You might start getting student loan offers in the mail while still far from finishing high school. It can seem very helpful towards achieving your college goals. But before you incur all that debt, you must know some things.
Start your student loan search by looking at the safest options first. These are generally the federal loans. They are immune to your credit rating, and their interest rates don’t fluctuate. These loans also carry some borrower protection. This is in place in case of financial issues or unemployment following your graduation from college.
When it comes to student loans, make sure you only borrow what you need. Consider the amount you need by taking a look at your total expenses. Factor in items like the cost of living, the cost of college, your financial aid awards, your family’s contributions, etc. You’re not required to accept a loan’s entire amount.
Once you leave school and are on your feet you are expected to start paying back all of the loans that you received. There is a grace period for you to begin repayment of your student loan. It is different from lender to lender, so make sure that you are aware of this.
Be sure your lender knows where you are. Keep your contact information updated to avoid fees and penalties. Always stay on top of your mail so that you don’t miss any important notices. If you fall behind on payments, be sure to discuss the situation with your lender and try to work out a resolution.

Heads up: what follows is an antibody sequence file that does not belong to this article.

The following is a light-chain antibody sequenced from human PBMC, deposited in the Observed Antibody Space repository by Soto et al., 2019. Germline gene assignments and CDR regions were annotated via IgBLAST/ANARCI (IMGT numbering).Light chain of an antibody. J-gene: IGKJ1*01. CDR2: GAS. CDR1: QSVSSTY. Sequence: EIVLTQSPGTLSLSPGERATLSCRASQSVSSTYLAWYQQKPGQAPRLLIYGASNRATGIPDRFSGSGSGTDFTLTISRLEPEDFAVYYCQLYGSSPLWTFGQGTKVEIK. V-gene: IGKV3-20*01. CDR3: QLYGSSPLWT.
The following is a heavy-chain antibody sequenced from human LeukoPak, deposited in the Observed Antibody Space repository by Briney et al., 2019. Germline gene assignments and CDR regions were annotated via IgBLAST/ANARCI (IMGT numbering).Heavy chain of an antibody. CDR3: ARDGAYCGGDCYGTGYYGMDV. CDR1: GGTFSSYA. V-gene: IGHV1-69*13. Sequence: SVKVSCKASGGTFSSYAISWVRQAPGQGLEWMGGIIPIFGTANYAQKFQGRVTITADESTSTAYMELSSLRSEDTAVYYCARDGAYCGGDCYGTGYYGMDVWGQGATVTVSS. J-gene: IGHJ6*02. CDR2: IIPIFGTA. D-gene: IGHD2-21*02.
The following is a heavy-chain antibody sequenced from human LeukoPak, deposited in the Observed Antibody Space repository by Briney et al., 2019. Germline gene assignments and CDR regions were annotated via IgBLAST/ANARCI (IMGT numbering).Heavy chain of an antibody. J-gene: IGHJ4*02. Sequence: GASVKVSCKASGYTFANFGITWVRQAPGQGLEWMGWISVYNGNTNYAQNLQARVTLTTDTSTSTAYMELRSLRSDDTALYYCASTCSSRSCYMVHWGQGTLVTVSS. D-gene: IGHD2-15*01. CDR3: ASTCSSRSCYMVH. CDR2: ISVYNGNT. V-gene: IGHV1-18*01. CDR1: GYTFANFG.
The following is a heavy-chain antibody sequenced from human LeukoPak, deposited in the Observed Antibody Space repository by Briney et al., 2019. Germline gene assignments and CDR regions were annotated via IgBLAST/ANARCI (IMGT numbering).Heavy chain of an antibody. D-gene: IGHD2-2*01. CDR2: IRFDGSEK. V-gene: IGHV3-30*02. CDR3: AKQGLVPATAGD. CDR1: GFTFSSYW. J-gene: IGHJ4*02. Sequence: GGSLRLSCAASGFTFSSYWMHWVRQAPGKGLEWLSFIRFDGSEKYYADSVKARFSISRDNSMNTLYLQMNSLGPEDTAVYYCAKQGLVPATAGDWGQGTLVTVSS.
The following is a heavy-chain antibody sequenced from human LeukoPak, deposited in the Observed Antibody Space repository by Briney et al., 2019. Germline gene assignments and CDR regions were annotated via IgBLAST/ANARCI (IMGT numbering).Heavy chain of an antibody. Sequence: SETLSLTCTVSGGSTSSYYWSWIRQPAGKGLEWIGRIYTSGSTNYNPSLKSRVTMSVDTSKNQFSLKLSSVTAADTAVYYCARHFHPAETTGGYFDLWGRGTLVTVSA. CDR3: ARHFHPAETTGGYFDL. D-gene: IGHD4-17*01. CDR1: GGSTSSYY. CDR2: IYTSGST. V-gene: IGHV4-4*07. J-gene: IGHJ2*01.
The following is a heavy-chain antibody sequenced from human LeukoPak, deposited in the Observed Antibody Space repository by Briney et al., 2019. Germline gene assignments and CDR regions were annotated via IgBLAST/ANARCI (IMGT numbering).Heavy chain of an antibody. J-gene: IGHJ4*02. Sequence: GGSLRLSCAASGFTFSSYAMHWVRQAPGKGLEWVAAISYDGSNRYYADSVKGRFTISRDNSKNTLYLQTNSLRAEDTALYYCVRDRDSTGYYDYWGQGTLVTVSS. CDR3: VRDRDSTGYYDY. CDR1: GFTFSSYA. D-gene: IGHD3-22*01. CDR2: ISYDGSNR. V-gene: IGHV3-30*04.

For those having a hard time with paying off their student loans, IBR may be an option. This is a federal program known as Income-Based Repayment. It can let borrowers repay federal loans based on how much they can afford instead of what’s due. The cap is about 15 percent of their discretionary income.
If at all possible, sock away extra money toward the principal amount. The key is to notify your lender that the additional money must be applied toward the principal. Otherwise, the money will be applied to your future interest payments. Over time, paying down the principal will lower your interest payments.
To keep your student loan debts from piling up, plan on starting to pay them back as soon as you have a job after graduation. You don’t want additional interest expense piling up, and you don’t want the public or private entities coming after you with default paperwork, which could wreck your credit.
Parents and graduate students can make use of PLUS loans. They bear an interest rate of no more than 8.5%. While it may be more than other loans, it is cheaper than you will get through a private lender. Because of this, you should get this option only if you’re an established and mature student.
Few decisions in college will be as important as how to deal with your student loans. If you do not pay attention, you may end up causing yourself great financial hardship in the future. keep this information in mind and use it to help you get a good start at the college you plan on attending.